Fishing with a whirling, seductively flashing spinner can be a deadly way of catching predatory fish—but the variety of spinners on the market is overwhelming.
A spinner can be defined as an artificial lure that comprises a blade or body which rotates quickly about a straight line axis consisting often of a wire bar. Spoons, in contrast, have a wobbly retrieve and do not usually spin. Plugs are artificial fish-like objects, made of various materials, which wobble on retrieve. These distinctions are not clear-cut, and it is possible to buy, or make, spinners that are headed by a sizeable body and are therefore halfway between spinners and plugs (such as the famous Voblex), and spinners with so much hair or feather that they approach flies in construction, but with the added flash of a small rotating blade. There is great scope for inventiveness among anglers and many new combinations are possible, if not many new basic designs. There are five basic kinds of spinner—artifical minnows, wagtails, mackerel spinners, fly spoons, and barspoons. It is unfortunate that the last two incorporate the word ‘spoon’ in their names, for they are in fact spinners with a straight axis around which the blade spins.
Of all the kinds of spinners, artificial minnows most closely represent fish, both still and on the move. The body, made of either wood, plastic or metal, is round in cross section, minnow-like in profile, and has a hole along its length through which a metal bar or wire trace passes. At the tail is a treble hook and at the head a swivel which can be attached to the reel line or, if fishing for pike, to a wire trace link swivel. Generally, the swivel at the head has a smaller overall diameter than the hole through the middle of the lure so that on the take the fish tends to blow the lure up the line, giving itself nothing to lever against as it tries to throw the hook. This is an excellent feature of the design which is occasionally incorporated in such other lures as plugs.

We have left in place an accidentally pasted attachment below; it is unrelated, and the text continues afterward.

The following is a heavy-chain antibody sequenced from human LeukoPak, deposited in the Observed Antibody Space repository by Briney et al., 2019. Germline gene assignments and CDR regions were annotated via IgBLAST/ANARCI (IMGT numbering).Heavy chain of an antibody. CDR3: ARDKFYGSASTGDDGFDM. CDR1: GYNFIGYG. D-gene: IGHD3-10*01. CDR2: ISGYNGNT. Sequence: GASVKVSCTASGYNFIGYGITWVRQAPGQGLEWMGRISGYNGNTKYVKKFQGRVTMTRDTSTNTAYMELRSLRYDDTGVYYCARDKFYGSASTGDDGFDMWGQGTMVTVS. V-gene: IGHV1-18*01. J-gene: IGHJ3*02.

The head of the minnow has a pair of vanes which cause it to rotate. Some makes have adjustable vanes so that the spin can be reversed, and line twist reduced.
A variation on the minnow theme is the quill minnow, a superb lure for fishing for trout in hill streams. The whole body of the quill minnow rotates, often including the bar wire through its middle, so that the swivel has to work well to avoid line twist, and an anti-kink vane is usually necessary. These lures normally have up to three sets of treble hooks and since many hill trout take the spinner crossways, this is an advantage despite the tendency of the lure to become hooked up in rocks or weeds and other snags.
Wagtails look more lifelike when moving than when still. They usually have a head complete with eyes, spinning vanes, a swivel and tubelike body hidden inside two long rubber flaps which are pointed at the tail end, close to the treble hook. The name comes from these loose, flapping strips of rubber. All this detail disappears, however, when the whole body rotates quickly and, other than in body softness, the wagtail probably differs little from the various minnows. Wagtails can be made to quite large sizes and with a slow spin. This can occasionally be an advantage over commercial minnows. Like minnows, wagtails are mostly used when fishing for salmon, sea trout and trout, but can be very effective for pike.